What Everyone Should Know About Doing an Intervention

Many people choose to view an intervention as a way to show their love for a person. If you know someone who refuses to seek help for an addiction, it might be time to stage an intervention.

In many situations, an intervention is the only way to show a loved one they need help. However, interventions can go wrong and cause a loved one to feel threatened and alone. It’s not uncommon for drug users to feel isolated.

If you plan and execute an intervention incorrectly, it will make your loved one feel even more alone. Fortunately, there are several tips that you can use to get better results from the intervention.

Choose the Right Time

When it comes to planning and executing an intervention, timing is everything. The intervention should never take place when your loved one is under the influence of alcohol or drugs.

These substances cause impairment and can make it nearly impossible for your loved one to think clearly. If you don’t get the timing right, it can lead to a nasty, ineffective intervention. In some cases, bad timing could even result in violence.

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Impairment can cause or make it nearly impossible for your loved one to concentrate or focus. For the best results, an intervention should always take place when the subject is sober and in control.

Create an Effective Team

One of the purposes of an intervention is communication between an addict and loved ones. People who know and love the addicted person should be able to speak and persuade him or her to seek treatment.

Every person who is chosen to participate in the intervention must be chosen wisely. Each individual should have a meaningful relationship with the addicted person. For the best results, it’s best to only choose people who’re close to the person.

It’s especially important to exclude people who have a bad relationship with the person. Since the purpose of an intervention is to talk, motivate and encourage the person to seek treatment, only close friends and family members should be involved.

Close friends, siblings, parents, spouses and addiction specialists should be chosen for the intervention. A lot of families choose to add an interventionist to their team, which can produce favorable results. The interventionist is equipped with specialized skills, which can make the process run much more smoothly.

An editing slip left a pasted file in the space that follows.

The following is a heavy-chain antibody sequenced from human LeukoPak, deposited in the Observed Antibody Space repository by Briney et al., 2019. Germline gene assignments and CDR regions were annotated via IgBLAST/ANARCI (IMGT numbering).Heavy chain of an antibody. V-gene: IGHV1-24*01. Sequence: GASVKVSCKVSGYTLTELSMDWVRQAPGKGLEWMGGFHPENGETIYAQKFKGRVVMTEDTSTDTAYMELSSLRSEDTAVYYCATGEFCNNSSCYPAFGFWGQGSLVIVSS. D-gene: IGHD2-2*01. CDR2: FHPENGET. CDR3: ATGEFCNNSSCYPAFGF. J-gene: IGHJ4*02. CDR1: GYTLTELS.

The Right Body Language

When executing an intervention, it’s important to use warm, open body language. The words contained in an intervention script are important, but the delivery of the words is just as important.

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If the wrong body language is used, the addicted person might feel threatened and react unfavorably. The right body language consists of leaning in for emphasis, shoulder tilting towards the person and ensuring hands remain unclenched. Steady eye contact and keeping legs and arms uncrossed are also important body language cues.

Make a Backup Plan

Not all interventions end with favorable results, so it’s important to have a backup plan. There is no way to know how an addicted loved one will respond to an intervention.

They might say mean things, cry uncontrollably, scream, yell or leave the room. Your family should have a backup plan that can be executed if the intervention doesn’t go smoothly. If you or someone you know has an addiction, call our hotline at 800-447-9081.

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